Academic journal article African Studies Quarterly

Becoming Local Citizens: Senegalese Female Migrants and Agrarian Clientelism in the Gambia

Academic journal article African Studies Quarterly

Becoming Local Citizens: Senegalese Female Migrants and Agrarian Clientelism in the Gambia

Article excerpt


Agrarian clientelism, a form of labor contracting whereby migrants enter into share contracts or sharecropping relations with local farmers, has been key to the commoditization and expansion of agrarian production in West Africa from the nineteenth century to the present. Various types of agrarian clientelism have been examined and presented in the literature on agrarian labor and permanent and seasonal migration. (1) However, the role of agrarian clientelism in incorporating migrants into local communities remains relatively unexamined.

Drawing on ethnographic research with Senegalese female migrants in Brikama, The Gambia this article examines processes of incorporation, local citizenship and agrarian clientelism. Emphasis is placed on female migrants, both because of the dearth of ethnographic literature on female migrants in West Africa and to highlight the centrality of female migrants to local institutions of incorporation. Regional migration within West Africa, particularly labor migration, has generally been depicted as a "male phenomenon" with little attention paid to independent female and family migration. (2) Although in many cases it is socially unacceptable for women and girls to migrate independently it is all too easy to overstate and exaggerate the degree to which patriarchal norms serve to restrict, contain, and define the nature of women's mobility, thereby underestimating the extent to which they do in fact migrate. (3) Such underestimation is of particular concern given the increasing feminization of labor migration in West Africa. (4) Further, there is a growing body of literature on migration, transnational practices, citizenship and processes of incorporation amongst Africans who migrate from sub-Saharan Africa to Europe. Yet, there is comparatively less research on these issues in relation to intra-continental migration. (5)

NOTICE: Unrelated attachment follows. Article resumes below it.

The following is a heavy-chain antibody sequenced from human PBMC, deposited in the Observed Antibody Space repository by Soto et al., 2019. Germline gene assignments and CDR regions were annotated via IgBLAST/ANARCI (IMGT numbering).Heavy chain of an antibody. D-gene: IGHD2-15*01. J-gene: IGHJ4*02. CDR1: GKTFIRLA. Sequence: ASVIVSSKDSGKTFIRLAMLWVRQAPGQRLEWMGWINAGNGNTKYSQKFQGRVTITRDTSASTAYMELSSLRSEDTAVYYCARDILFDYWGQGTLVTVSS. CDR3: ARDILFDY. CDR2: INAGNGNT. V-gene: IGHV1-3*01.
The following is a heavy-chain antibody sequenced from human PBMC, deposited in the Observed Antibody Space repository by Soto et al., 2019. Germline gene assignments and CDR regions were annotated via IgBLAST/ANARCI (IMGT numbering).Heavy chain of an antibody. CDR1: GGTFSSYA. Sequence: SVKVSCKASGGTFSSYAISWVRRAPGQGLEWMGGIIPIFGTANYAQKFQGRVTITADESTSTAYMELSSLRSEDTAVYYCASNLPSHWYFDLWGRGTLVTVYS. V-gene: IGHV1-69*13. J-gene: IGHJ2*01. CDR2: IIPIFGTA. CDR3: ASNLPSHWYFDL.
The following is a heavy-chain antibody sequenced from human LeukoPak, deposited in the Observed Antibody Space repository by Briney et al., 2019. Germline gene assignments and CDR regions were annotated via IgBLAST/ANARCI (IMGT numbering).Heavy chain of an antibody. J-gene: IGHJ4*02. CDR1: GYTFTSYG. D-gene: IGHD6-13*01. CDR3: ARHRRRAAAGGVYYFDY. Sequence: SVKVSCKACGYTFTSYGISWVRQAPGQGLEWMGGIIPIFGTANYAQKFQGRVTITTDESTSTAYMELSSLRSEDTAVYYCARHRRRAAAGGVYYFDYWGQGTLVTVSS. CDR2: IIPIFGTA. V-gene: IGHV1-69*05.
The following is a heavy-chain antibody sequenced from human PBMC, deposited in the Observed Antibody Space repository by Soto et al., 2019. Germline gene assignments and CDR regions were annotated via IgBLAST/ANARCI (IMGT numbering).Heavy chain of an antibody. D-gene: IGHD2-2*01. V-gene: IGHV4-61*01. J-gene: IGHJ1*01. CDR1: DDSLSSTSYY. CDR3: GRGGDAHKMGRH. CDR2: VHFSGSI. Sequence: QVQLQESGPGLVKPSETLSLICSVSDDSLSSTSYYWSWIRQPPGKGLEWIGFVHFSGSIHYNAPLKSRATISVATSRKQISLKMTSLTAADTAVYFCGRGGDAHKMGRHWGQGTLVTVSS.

I place emphasis on migration as a social process with a focus on local cultural institutions of incorporation, specifically that of agrarian clientelism. Indeed, it is maintained that our understanding of contemporary migration in West Africa needs to focus on processes of incorporation, as articulated through specific cultural practices and institutions, in order to "(re-) embed migration research in a more general understanding of society." (6) Such a focus means being attentive to the "internal dynamics" of West African societies in shaping the migration phenomenon. (7)

The "internal dynamics" of West African societies can be partly captured in Kopytoff's (1987) model of the African frontier, which situates mobility, settlement history, and the establishment of a "social and political order" in the context of an abundance of land. The first comer-late comer (host-stranger) dichotomy, also central to Kopytoff's model, is one of the significant "socio-cultural paradigms found in West Africa." (8) It can be said to characterize settlement history and the social and political order of most West African societies. Further, it is central to an understanding of agrarian clientelism and the incorporation of migrants into local communities. Latecomers, frontiersmen and women, through authority, intermarriage and domination of local groups, lay claim to founder status. (9)

The majority of Gambians are involved in smallholder production, cultivating groundnuts (the traditional male dominated export crop), rice, horticultural produce, and a number of other food crops. Most combine farming with non-agrarian livelihood strategies. Many of those who are engaged in local forms of exchange are women and children, many of whom are recent migrants. (10) Female agrarian clientelist relations are based on a host-stranger dichotomy in which recent migrants, or "strangers" (lungtangolu in Mandinka), are given access to land in the dry season for vegetable cultivation, which is sold in local markets, in exchange for providing unremunerated labor for hosts for the cultivation of rice in the rainy season. …

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